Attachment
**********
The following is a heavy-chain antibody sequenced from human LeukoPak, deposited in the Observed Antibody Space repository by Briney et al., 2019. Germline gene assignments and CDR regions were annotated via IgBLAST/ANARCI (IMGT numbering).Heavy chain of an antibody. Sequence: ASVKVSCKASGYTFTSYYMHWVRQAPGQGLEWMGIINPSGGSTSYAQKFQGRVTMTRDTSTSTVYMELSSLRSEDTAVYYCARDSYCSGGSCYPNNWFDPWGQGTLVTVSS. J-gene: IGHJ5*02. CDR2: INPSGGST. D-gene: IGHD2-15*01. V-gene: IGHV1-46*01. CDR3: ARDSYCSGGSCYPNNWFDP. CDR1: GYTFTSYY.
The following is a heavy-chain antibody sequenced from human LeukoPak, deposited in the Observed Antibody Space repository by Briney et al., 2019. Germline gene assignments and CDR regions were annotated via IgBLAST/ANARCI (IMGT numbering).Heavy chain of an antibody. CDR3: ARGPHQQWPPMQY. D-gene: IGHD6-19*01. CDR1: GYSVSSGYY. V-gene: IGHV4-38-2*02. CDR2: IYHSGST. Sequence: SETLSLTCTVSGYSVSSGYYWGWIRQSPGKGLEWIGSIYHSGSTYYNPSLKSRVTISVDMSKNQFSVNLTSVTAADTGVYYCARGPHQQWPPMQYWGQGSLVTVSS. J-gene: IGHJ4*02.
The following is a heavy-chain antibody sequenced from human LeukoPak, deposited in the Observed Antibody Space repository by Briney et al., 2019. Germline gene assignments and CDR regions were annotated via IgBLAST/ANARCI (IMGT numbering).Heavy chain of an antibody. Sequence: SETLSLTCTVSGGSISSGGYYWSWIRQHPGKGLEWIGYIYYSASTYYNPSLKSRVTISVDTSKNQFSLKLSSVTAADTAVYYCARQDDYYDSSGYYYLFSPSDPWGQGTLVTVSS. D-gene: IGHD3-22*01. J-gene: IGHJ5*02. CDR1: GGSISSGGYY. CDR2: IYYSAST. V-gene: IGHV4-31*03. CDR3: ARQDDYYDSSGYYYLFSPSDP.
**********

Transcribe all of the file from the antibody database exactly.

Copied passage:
The following is a heavy-chain antibody sequenced from human LeukoPak, deposited in the Observed Antibody Space repository by Briney et al., 2019. Germline gene assignments and CDR regions were annotated via IgBLAST/ANARCI (IMGT numbering).Heavy chain of an antibody. Sequence: ASVKVSCKASGYTFTSYYMHWVRQAPGQGLEWMGIINPSGGSTSYAQKFQGRVTMTRDTSTSTVYMELSSLRSEDTAVYYCARDSYCSGGSCYPNNWFDPWGQGTLVTVSS. J-gene: IGHJ5*02. CDR2: INPSGGST. D-gene: IGHD2-15*01. V-gene: IGHV1-46*01. CDR3: ARDSYCSGGSCYPNNWFDP. CDR1: GYTFTSYY.
The following is a heavy-chain antibody sequenced from human LeukoPak, deposited in the Observed Antibody Space repository by Briney et al., 2019. Germline gene assignments and CDR regions were annotated via IgBLAST/ANARCI (IMGT numbering).Heavy chain of an antibody. CDR3: ARGPHQQWPPMQY. D-gene: IGHD6-19*01. CDR1: GYSVSSGYY. V-gene: IGHV4-38-2*02. CDR2: IYHSGST. Sequence: SETLSLTCTVSGYSVSSGYYWGWIRQSPGKGLEWIGSIYHSGSTYYNPSLKSRVTISVDMSKNQFSVNLTSVTAADTGVYYCARGPHQQWPPMQYWGQGSLVTVSS. J-gene: IGHJ4*02.
The following is a heavy-chain antibody sequenced from human LeukoPak, deposited in the Observed Antibody Space repository by Briney et al., 2019. Germline gene assignments and CDR regions were annotated via IgBLAST/ANARCI (IMGT numbering).Heavy chain of an antibody. Sequence: SETLSLTCTVSGGSISSGGYYWSWIRQHPGKGLEWIGYIYYSASTYYNPSLKSRVTISVDTSKNQFSLKLSSVTAADTAVYYCARQDDYYDSSGYYYLFSPSDPWGQGTLVTVSS. D-gene: IGHD3-22*01. J-gene: IGHJ5*02. CDR1: GGSISSGGYY. CDR2: IYYSAST. V-gene: IGHV4-31*03. CDR3: ARQDDYYDSSGYYYLFSPSDP.